3. Assay: using a pipetting robot, the culture of each well was mixed by pipetting up and down (3×) and transferred (75 μl each) into two fresh plates. The two plates are filled with 100 μl/well freshly prepared substrate solution (80 mM D-MTEH and L-MTEH respectively, in 0.05 g/l cresol red pH 8.6). The absorbance at 580 nm is measured immediately after the substrate was added to the plate and after 3 hours incubation at room temperature. The activity was calculated as follows:
For screening purposes, the ratio of activities for the D- and L-enantiomers is taken as an indicator for changed enantioselectivity.
Since the ratio of activities for different enantiomers in the screening tests is only a first hint of enantioselectivity, the identified mutants were confirmed by chiral HPLC using the racemic substrate as follows. 2 ml overnight cultures were added to 2 ml 80 mM DL-MTEH in 0.1M Tris pH8.5 and incubated at 37° C. After 1h and 2h respectively, the reaction mixture was centrifuged for 2 minutes, 14000 rpm. 20 μl of the supernatant was applied onto the HPLC column and the various fractions eluted.
About 2% of the population showed a significantly higher (>50%) activity compared to wild-type DSM 9771. Although a considerable number of those clones might be false positives due to common variation of expression level in a population, about 50% of rescreened clones were indeed higher activity mutants. The high number indicates that hydantoinase has a large evolutionary potential (its activity and enantioselectivity can be therefor improved). This can be rationalized since a high Km value (about 15 mM), a rather low specific activity (about 12U/mg) and a low expression level (<10% of total protein) leaves room for improvements of this enzyme.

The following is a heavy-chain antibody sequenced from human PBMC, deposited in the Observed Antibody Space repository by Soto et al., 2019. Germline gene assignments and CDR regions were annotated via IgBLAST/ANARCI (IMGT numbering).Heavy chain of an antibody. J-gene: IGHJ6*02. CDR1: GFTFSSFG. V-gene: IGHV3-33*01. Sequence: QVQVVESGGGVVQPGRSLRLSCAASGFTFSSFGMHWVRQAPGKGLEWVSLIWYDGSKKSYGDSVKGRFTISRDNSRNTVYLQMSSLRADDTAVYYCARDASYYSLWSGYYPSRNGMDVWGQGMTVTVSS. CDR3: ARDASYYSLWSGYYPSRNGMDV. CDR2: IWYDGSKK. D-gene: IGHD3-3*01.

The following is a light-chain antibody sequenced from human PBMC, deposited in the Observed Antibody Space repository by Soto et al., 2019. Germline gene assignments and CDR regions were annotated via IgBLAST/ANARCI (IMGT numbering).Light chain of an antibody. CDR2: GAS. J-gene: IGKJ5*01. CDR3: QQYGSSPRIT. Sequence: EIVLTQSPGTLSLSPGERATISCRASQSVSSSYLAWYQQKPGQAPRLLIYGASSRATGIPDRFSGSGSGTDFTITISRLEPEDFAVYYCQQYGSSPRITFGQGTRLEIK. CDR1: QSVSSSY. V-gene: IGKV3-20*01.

Table 3 shows the results of the tested mutants. Mutant 1CG7 shows a dramatic increase of (D-) selectivity. Compared to wild-type, the enantiomeric excess of the product is 4 times increased. The enantioselectivity of clone 11DH7 and 19AG11 was changed into the opposite direction since both mutants are absolutely non-selective. The activity mutant 1BF7 possesses the same enantioselectivity as wild-type.
All of the mutants were sequenced and the nucleotide and amino acid sequences established as set forth in Table 4.
A second round of random mutagenesis was conducted using the first generation mutant 11 DH7 as the parent.
Two different libraries with different error rates (20% and 50% inactive clones) were produced and 10,000 clones of each libarry were screened using the above-described pH-indicator method. None of the screened clones showed significantly higher L-selectivity but mutants with improved activity and higher D-selectivity were found. One mutant (22CG2) differing in only one amino acid (V180A) from the parent was found to be 4-fold more active compared to parent 11DH7.
Sequencing of the first generation mutants 11DH7 and 19AG11 revealed a single mutation (I95L) is responsible for their decreased D-selectivity. Introducing all 20 different amino acids into amino acid position 95 of mutant 22CG2 by saturation mutagenesis and screening of about 400 clones revealed a new mutant (Q2H4) with significantly improved L-selectivity (eeL=20%) and 1.5-fold improved activity compared to its parent 22CG2. The results of HPLC analysis for enantioselectivity are shown in FIG. 2. The nucleotide and amino acid sequences for 22CG2 are set forth in SEQ. ID. NOS. 11 and 12, respectively. The nucleotide and amino acid sequences for Q2H4 are set forth in SEQ. ID. NOS. 13 and 14, respectively.